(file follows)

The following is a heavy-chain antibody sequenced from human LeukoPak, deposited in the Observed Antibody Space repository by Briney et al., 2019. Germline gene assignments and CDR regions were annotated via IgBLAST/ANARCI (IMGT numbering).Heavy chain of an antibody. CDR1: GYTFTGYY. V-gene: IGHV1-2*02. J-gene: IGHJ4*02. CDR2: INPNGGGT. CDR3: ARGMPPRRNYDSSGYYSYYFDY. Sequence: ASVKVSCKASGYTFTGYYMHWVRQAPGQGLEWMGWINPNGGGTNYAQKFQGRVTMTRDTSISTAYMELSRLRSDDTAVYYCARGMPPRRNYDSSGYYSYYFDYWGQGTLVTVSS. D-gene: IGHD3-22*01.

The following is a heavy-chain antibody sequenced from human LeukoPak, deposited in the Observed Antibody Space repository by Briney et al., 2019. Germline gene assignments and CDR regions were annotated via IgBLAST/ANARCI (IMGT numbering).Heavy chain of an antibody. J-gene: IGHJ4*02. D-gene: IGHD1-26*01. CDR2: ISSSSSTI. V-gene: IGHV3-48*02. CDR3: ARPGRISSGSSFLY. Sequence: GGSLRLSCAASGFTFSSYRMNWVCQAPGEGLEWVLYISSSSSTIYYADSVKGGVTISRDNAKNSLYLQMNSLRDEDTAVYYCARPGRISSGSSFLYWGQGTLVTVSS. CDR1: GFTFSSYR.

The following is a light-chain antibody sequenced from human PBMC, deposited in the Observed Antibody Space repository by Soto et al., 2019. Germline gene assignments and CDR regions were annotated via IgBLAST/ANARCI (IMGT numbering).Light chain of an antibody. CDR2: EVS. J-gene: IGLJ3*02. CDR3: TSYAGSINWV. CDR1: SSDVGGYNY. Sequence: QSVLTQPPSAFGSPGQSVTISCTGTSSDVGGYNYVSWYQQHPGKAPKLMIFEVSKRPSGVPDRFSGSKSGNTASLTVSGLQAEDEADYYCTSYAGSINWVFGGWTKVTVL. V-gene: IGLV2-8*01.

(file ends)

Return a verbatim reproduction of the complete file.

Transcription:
The following is a heavy-chain antibody sequenced from human LeukoPak, deposited in the Observed Antibody Space repository by Briney et al., 2019. Germline gene assignments and CDR regions were annotated via IgBLAST/ANARCI (IMGT numbering).Heavy chain of an antibody. CDR1: GYTFTGYY. V-gene: IGHV1-2*02. J-gene: IGHJ4*02. CDR2: INPNGGGT. CDR3: ARGMPPRRNYDSSGYYSYYFDY. Sequence: ASVKVSCKASGYTFTGYYMHWVRQAPGQGLEWMGWINPNGGGTNYAQKFQGRVTMTRDTSISTAYMELSRLRSDDTAVYYCARGMPPRRNYDSSGYYSYYFDYWGQGTLVTVSS. D-gene: IGHD3-22*01.

The following is a heavy-chain antibody sequenced from human LeukoPak, deposited in the Observed Antibody Space repository by Briney et al., 2019. Germline gene assignments and CDR regions were annotated via IgBLAST/ANARCI (IMGT numbering).Heavy chain of an antibody. J-gene: IGHJ4*02. D-gene: IGHD1-26*01. CDR2: ISSSSSTI. V-gene: IGHV3-48*02. CDR3: ARPGRISSGSSFLY. Sequence: GGSLRLSCAASGFTFSSYRMNWVCQAPGEGLEWVLYISSSSSTIYYADSVKGGVTISRDNAKNSLYLQMNSLRDEDTAVYYCARPGRISSGSSFLYWGQGTLVTVSS. CDR1: GFTFSSYR.

The following is a light-chain antibody sequenced from human PBMC, deposited in the Observed Antibody Space repository by Soto et al., 2019. Germline gene assignments and CDR regions were annotated via IgBLAST/ANARCI (IMGT numbering).Light chain of an antibody. CDR2: EVS. J-gene: IGLJ3*02. CDR3: TSYAGSINWV. CDR1: SSDVGGYNY. Sequence: QSVLTQPPSAFGSPGQSVTISCTGTSSDVGGYNYVSWYQQHPGKAPKLMIFEVSKRPSGVPDRFSGSKSGNTASLTVSGLQAEDEADYYCTSYAGSINWVFGGWTKVTVL. V-gene: IGLV2-8*01.